January 2, 2014

Bar none

Stacy packed up the glasses and moved the booze out of the bar in her living room in order to make way for ... toys. Hard to miss the symbolism in that transition, huh?

As I type this, my fingers are black from the newspaper pages I’ve been using to wrap up glasses from behind the bar (as in furniture, not as in a business) in my house. The glasses — beer glasses, wine classes, brandy snifters (never used), margarita glasses — are going into storage, because the bar is taking a bit of a break from life as a bar.

Its new purpose? Storage for Nora’s toys. 

Yes, really. How’s that for a symbol of parenthood? Of getting older and more responsible? Sigh.

Speaking of older, that bar is older than I am. My dad bought it in some distant country during his travels as a C-130 navigator for the U.S. Air Force. It was lashed inside the plane’s cargo belly along with god knows what else until the next time he got home. My mom shellacked wine labels to the top of the bar, and that bar was prominent in our family living room for as long as I can remember. When I graduated from college and rented my first more-than-one-bedroom living space, my parents put the bar in a pickup truck and hauled it across state lines for me. Since then, it has made four moves and waited patiently in storage for three years while we lived overseas. It has always been well stocked, both with glassware my parents stocked it with and booze that I provided.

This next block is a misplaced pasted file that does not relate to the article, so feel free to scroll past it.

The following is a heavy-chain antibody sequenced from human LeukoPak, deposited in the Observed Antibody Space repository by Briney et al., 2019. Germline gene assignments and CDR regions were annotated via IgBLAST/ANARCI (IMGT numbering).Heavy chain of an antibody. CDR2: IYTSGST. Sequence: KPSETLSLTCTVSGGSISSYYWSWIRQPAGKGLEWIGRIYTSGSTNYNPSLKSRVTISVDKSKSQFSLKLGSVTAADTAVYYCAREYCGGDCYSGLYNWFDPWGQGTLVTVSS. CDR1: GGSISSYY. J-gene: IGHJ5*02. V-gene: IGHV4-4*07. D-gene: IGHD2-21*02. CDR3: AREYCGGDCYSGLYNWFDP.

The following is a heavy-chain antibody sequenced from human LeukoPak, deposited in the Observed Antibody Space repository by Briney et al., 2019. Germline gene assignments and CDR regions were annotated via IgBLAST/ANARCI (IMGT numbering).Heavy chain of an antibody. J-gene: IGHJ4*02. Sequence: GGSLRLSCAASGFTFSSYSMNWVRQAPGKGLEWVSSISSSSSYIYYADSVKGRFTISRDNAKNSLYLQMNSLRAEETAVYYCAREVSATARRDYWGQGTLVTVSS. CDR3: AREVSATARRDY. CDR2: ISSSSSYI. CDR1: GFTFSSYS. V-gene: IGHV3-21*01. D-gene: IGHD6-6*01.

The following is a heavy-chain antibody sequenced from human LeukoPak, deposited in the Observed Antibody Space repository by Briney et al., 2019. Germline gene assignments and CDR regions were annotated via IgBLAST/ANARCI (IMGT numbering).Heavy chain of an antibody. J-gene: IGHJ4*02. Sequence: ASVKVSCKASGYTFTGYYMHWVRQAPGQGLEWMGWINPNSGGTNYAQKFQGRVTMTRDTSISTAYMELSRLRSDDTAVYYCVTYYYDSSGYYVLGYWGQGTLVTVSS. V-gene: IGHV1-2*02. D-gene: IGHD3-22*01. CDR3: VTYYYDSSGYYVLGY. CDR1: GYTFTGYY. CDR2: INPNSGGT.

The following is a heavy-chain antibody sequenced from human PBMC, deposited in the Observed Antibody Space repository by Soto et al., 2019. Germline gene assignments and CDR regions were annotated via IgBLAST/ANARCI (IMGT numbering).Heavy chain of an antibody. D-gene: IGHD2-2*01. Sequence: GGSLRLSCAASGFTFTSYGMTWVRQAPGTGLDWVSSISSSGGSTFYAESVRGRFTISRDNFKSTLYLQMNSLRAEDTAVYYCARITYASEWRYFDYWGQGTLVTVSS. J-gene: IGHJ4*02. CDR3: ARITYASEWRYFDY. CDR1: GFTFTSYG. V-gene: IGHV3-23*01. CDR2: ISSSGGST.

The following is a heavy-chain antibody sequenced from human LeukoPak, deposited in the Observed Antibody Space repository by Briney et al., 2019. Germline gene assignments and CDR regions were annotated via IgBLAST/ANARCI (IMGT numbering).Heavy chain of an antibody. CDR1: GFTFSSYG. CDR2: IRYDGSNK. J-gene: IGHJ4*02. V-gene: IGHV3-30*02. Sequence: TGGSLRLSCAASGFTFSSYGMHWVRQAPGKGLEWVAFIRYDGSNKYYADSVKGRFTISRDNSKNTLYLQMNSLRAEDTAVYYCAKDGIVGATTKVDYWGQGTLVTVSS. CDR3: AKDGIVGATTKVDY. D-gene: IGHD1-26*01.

Friends who visit the house admire it (even though, truth be told, it’s a dark hulk of a piece of furniture, not really in step with the times or our personal style), and a furniture deliveryman even eyed it and offered me money on the spot for it (I declined).

But lately, Nora’s toys have been overrunning the living room, and I started looking at that collection of specialized glasses (most of them dusty) as taking up valuable real estate. So we shoved the bar to a different part of the living room, turned it shelf-side out, and — voila! — glorious shelf space that helped to reclaim some floor space and room to breathe.

But I won’t lie. It was sad putting those glasses in boxes that are destined for the attic. (The booze is stored somewhere else accessible, don’t you worry.) It was emblematic of parties we won’t have, drinks we won’t pour (at least not in the appropriate glasses), fancy bar tools (I don’t even know what some of them do) we won’t use. 

Until someday later, of course. When suddenly it’s the toys that are gathering dust and taking up valuable real estate in the living room when Nora is older and more interested in other things.


And then I’ll really need a drink.

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